In BIR Ruling No. DA-489-03 dated 10 December 2003, the Department of Finance’s One-Stop Shop Inter-Agency Tax Credit and Duty Drawback Center (DOF-OSS) asked the BIR to rule on the propriety of the actions taken by Lazi Bay Resources Development, Inc. (LBRDI). LBRDI filed an administrative claim for refund for alleged input VAT for the four quarters of 1998. Before the lapse of 120 days from the filing of its administrative claim, LBRDI also filed a judicial claim with the CTA on 28March 2000 as well as a supplemental judicial claim on 29 September 2000.In its Memorandum dated 13 August 2002 before the BIR, the DOF-OSS pointed out that LBRDI is "not yet on the right forum in violation of the provision of Section 112(D) of the NIRC" when it sought judicial relief before the CTA. Section 112(D) provides for the 120+30 day periods for claiming tax refunds.
The DOF-OSS itself alerted the BIR that LBRDI did not follow the120+30 day periods. In BIR Ruling No. DA-489-03, Deputy Commissioner Jose Mario C. Buñag ruled that "a taxpayer-claimant need not wait for the lapse of the 120-day period before it could seek judicial relief with the CTA by way of Petition for Review." Deputy Commissioner Buñag, citing the 7February 2002 decision of the Court of Appeals (CA) in Commissioner of Internal Revenue v. Hitachi Computer Products (Asia) Corporation5 (Hitachi), stated that the claim for refund with the Commissioner could be pending simultaneously with a suit for refund filed before the CTA.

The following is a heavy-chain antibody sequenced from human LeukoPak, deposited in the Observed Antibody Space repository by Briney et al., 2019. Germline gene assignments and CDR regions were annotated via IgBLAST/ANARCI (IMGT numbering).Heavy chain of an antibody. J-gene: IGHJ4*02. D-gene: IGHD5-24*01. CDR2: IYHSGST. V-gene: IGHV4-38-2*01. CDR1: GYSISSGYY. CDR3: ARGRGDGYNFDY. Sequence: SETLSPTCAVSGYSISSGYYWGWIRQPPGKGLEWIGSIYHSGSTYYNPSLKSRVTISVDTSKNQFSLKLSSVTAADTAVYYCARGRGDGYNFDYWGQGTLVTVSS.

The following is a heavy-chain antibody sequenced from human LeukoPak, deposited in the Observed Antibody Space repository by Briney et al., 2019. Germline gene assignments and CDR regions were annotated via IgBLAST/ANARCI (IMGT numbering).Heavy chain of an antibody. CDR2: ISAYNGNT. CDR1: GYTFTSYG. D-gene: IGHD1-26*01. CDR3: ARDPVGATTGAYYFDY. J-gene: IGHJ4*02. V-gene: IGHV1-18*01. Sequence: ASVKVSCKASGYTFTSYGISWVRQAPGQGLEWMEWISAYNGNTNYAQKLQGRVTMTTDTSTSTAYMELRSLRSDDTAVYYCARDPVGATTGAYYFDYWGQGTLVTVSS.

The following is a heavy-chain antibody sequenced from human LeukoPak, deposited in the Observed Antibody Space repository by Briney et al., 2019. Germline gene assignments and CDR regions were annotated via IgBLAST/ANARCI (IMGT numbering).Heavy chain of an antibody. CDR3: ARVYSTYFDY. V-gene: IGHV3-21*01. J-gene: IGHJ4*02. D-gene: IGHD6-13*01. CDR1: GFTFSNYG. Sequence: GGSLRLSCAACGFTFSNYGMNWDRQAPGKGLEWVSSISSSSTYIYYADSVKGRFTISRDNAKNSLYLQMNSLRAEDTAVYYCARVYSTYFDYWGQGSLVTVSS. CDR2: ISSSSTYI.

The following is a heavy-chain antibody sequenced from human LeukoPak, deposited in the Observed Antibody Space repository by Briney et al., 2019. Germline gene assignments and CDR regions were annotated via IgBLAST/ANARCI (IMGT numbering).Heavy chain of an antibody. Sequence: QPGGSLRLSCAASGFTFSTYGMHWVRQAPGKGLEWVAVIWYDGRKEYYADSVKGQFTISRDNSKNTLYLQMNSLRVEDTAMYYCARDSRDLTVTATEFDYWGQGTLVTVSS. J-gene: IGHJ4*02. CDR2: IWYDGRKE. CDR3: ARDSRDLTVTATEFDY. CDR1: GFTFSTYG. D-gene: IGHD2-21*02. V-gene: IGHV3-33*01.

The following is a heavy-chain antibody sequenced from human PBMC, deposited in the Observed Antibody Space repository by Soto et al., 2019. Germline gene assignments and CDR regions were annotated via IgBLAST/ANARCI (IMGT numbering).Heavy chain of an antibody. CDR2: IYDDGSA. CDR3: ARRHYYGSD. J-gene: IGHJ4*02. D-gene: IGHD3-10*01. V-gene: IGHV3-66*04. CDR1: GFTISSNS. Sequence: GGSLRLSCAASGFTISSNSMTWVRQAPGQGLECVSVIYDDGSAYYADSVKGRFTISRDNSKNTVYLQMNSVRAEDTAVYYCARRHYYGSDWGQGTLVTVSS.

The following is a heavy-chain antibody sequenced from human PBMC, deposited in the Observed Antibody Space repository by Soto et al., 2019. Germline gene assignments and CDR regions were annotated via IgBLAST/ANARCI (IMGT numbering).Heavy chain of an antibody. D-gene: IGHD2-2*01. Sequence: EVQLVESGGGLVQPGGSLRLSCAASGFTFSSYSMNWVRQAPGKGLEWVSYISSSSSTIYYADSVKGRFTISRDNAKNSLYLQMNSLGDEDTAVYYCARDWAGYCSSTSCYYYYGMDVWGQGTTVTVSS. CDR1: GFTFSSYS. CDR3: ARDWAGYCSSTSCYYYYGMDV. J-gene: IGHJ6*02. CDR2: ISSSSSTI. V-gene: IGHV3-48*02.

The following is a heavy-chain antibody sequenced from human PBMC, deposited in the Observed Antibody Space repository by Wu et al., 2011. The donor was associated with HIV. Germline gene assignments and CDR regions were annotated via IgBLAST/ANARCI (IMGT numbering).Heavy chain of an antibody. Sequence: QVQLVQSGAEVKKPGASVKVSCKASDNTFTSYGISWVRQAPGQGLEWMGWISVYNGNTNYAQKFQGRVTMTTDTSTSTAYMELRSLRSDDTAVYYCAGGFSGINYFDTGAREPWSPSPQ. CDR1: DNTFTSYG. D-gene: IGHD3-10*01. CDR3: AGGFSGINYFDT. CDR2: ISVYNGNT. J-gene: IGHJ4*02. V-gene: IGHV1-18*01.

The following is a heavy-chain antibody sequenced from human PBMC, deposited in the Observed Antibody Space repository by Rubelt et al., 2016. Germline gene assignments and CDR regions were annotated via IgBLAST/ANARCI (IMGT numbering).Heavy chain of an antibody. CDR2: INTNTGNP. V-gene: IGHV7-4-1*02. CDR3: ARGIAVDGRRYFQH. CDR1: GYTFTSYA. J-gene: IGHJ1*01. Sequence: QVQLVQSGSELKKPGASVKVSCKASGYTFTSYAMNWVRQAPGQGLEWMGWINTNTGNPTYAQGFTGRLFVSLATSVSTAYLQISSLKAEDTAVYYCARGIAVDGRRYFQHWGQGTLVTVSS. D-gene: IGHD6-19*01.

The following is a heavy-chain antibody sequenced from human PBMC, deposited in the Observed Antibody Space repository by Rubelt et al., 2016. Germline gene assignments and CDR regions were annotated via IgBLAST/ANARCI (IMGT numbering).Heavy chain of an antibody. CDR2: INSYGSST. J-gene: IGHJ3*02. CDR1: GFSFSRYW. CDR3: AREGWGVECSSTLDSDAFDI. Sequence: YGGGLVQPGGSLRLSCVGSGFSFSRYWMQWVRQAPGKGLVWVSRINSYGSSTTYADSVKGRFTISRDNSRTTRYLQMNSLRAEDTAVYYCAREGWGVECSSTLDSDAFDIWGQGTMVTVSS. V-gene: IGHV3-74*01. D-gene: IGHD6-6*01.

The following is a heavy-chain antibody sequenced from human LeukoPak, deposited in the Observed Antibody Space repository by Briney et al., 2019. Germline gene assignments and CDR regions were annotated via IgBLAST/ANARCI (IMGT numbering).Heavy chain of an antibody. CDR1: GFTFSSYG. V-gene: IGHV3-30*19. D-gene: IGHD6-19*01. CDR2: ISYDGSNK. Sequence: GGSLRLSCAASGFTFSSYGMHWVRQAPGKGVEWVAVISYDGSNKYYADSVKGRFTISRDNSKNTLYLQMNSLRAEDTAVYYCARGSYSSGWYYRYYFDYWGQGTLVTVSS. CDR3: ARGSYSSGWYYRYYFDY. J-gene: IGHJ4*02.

Before the issuance of BIR Ruling No. DA-489-03 on 10 December 2003, there was no administrative practice by the BIR that supported simultaneous filing of claims. Prior to BIR Ruling No. DA-489-03, the BIR considered the 120+30 day periods mandatory and jurisdictional.
Thus, prior to BIR Ruling No. DA-489-03, the BIR’s actual administrative practice was to contest simultaneous filing of claims at the administrative and judicial levels, until the CA declared in Hitachi that the BIR’s position was wrong. The CA’s Hitachi decision is the basis of BIR Ruling No. DA-489-03 dated 10 December 2003 allowing simultaneous filing. From then on taxpayers could rely in good faith on BIR Ruling No. DA-489-03 even though it was erroneous as this Court subsequently decided in Aichi that the 120+30 day periods were mandatory and jurisdictional.